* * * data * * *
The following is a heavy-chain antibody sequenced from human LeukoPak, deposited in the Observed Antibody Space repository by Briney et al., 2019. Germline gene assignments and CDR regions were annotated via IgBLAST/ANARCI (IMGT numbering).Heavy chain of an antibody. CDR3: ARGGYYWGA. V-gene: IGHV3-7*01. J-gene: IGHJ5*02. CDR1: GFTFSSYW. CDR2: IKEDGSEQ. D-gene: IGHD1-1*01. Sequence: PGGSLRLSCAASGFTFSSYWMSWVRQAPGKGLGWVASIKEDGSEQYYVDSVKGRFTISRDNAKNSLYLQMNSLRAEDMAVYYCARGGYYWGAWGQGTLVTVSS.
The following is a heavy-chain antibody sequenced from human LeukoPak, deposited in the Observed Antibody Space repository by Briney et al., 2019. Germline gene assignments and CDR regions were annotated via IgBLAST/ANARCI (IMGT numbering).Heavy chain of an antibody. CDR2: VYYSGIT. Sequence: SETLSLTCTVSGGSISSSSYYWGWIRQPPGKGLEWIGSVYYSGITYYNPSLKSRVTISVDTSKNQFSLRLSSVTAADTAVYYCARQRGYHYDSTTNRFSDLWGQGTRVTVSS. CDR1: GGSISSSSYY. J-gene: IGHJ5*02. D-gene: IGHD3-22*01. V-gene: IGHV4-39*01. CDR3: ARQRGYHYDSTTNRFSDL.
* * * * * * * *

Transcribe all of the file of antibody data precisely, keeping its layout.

The following is a heavy-chain antibody sequenced from human LeukoPak, deposited in the Observed Antibody Space repository by Briney et al., 2019. Germline gene assignments and CDR regions were annotated via IgBLAST/ANARCI (IMGT numbering).Heavy chain of an antibody. CDR3: ARGGYYWGA. V-gene: IGHV3-7*01. J-gene: IGHJ5*02. CDR1: GFTFSSYW. CDR2: IKEDGSEQ. D-gene: IGHD1-1*01. Sequence: PGGSLRLSCAASGFTFSSYWMSWVRQAPGKGLGWVASIKEDGSEQYYVDSVKGRFTISRDNAKNSLYLQMNSLRAEDMAVYYCARGGYYWGAWGQGTLVTVSS.
The following is a heavy-chain antibody sequenced from human LeukoPak, deposited in the Observed Antibody Space repository by Briney et al., 2019. Germline gene assignments and CDR regions were annotated via IgBLAST/ANARCI (IMGT numbering).Heavy chain of an antibody. CDR2: VYYSGIT. Sequence: SETLSLTCTVSGGSISSSSYYWGWIRQPPGKGLEWIGSVYYSGITYYNPSLKSRVTISVDTSKNQFSLRLSSVTAADTAVYYCARQRGYHYDSTTNRFSDLWGQGTRVTVSS. CDR1: GGSISSSSYY. J-gene: IGHJ5*02. D-gene: IGHD3-22*01. V-gene: IGHV4-39*01. CDR3: ARQRGYHYDSTTNRFSDL.